36. Organize photos 2007-2011 (subgroups 2007, 2008, 2009, 2010)
  37. Organize photos 2012-2016 (subgroups 2012, 2013, 2014, 2015)  [I've done most of 2015 and a good part of 2014 so far.]
  38. Research and purchase scanner suitable for prints and slides
  39. Rocket boost photo work (40 hours of work in segments of 1 or more hours, over 2 weeks)—Completed 8/29/15  [As with the genealogy, I made great progress, but I need to make a habit of steady progress.]
  40. Make (at least) 2 baby blankets—Completed 5/14/15.  [Two new grandbabies!  Hooray!]

Onward to 2016!

Posted by sursumcorda on Sunday, January 3, 2016 at 6:34 am | Edit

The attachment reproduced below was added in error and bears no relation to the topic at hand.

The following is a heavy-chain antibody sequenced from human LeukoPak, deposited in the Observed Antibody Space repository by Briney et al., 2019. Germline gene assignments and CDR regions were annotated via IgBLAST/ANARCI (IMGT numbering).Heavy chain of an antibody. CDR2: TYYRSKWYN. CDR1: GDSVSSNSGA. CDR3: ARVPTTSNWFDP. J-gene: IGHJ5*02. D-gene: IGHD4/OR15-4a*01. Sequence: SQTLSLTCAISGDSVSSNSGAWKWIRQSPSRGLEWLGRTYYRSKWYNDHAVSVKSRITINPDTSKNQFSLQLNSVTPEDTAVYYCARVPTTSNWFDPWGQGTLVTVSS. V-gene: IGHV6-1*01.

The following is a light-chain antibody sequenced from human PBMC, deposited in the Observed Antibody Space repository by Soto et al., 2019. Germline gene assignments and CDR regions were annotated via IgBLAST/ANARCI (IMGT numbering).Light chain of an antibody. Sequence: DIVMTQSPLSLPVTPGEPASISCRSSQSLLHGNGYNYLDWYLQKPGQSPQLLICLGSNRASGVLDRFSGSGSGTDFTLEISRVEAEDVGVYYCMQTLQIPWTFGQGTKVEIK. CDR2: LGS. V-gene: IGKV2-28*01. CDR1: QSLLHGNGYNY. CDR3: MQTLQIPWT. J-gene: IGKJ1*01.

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Having finished YouVersion's Cell Rule of Optina read-through of the New Testament by Thanksgiving, and planning to start a new chronological plan at the end of the year, I wanted something short to take me through Christmas.  I chose Before the Cross:  the Life of Jesus, which was billed this way:  "This 80 day reading plan takes you through the four Gospels, in chronological order, walking through the life of Jesus from His birth to His ascension into Heaven."  That's almost true, though they did leave out some of the less action-oriented passages.  I easily compressed the 80 days into one month.